Two-thirds of Press Gazette readers support stringent measures to contain the coronavirus outbreak, even if this comes at the cost of their own job.
Over the past week 847 people responded to the question: “Is it more important to restart the economy or contain coronavirus (even if it means losing your own job)?”
- July 22, 2021
- July 13, 2021
- July 8, 2021
Some 574 people (68 per cent) said it was more important to contain the outbreak, even at the expense of their own job, while 273 people (32 per cent) favoured restarting the economy.
Press Gazette analysis last month showed that more than 2,000 staff across the UK’s national and regional press had temporarily lost their jobs due to the Covid-19 outbreak as advertising revenues are badly hit, distribution is made more difficult and some coverage areas such as sport disappeared overnight.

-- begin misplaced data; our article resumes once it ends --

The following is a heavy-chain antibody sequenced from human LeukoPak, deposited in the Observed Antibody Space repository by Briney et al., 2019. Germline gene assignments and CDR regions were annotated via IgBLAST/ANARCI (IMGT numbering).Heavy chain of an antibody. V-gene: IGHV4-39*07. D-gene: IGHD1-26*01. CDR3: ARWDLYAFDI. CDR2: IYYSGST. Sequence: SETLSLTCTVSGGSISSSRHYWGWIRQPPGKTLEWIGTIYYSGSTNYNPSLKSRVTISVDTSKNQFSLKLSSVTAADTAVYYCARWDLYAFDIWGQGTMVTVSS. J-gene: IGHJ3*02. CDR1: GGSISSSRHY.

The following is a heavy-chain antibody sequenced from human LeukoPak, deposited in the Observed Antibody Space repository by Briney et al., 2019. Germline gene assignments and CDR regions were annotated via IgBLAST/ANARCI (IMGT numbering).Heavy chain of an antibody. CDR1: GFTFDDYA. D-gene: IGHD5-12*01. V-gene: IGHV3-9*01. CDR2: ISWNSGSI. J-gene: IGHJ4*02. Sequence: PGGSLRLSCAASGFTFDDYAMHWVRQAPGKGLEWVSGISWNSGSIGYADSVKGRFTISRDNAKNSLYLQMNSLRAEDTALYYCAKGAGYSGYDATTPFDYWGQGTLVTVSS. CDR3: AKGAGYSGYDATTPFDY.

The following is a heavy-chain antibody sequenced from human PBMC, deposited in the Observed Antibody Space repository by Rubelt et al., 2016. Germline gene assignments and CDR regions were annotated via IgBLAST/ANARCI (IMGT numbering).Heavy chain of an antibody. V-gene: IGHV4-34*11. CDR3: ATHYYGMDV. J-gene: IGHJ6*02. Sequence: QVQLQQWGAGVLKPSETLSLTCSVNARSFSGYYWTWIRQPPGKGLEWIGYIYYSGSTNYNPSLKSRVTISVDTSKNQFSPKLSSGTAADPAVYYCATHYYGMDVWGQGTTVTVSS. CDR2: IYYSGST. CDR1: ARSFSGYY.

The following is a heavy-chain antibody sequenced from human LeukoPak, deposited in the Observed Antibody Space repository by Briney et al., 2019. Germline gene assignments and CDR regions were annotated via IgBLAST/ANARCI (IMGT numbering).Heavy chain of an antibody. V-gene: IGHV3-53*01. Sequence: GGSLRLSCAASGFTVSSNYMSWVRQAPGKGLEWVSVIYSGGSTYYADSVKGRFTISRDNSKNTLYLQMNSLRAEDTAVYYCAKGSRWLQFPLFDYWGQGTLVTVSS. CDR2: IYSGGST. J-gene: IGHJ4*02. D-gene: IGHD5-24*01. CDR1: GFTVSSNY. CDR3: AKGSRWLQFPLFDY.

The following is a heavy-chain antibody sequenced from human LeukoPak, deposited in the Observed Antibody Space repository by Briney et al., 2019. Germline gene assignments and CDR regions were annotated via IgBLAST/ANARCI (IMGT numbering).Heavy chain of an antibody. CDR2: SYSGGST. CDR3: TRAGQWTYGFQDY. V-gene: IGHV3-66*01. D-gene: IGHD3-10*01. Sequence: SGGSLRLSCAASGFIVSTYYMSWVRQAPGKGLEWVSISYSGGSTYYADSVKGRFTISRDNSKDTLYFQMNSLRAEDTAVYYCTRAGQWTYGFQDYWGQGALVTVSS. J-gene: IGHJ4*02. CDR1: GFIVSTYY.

A survey of independent hyperlocal news providers has shown three-quarters of them feel at risk of closure within weeks because of Covid-19, while title closures across the wider industry are also feared.
Plans to lift the lockdown are starting to be revealed, including the potential for some children to return to school on 1 June with pubs and restaurants among the last to reopen.
Chancellor Rishi Sunak promised last night that there would be no “cliff-edge” end to the Government’s job retention scheme which is paying 80 per cent of the salary of furloughed workers.
But he told ITV News the cost of the scheme is “not a sustainable solution” and that he is working “to figure out the most effective way to wind down the scheme and to ease people back into work in a measured way”.
Many UK newspapers have been produced entirely remotely for the first time in their history because of the outbreak, while other newsrooms have very minimal staff going in.
This could be set to continue for many months, as the FT reported office workers could be encouraged to stay closed to avoid overcrowding on public transport.
Once offices reopen more fully, one recommendation being mooted is that they run a two-team system in which they alternate between working from home for a week at a time so workers can social distance at their desks.
Picture: Aaron Chown/PA Wire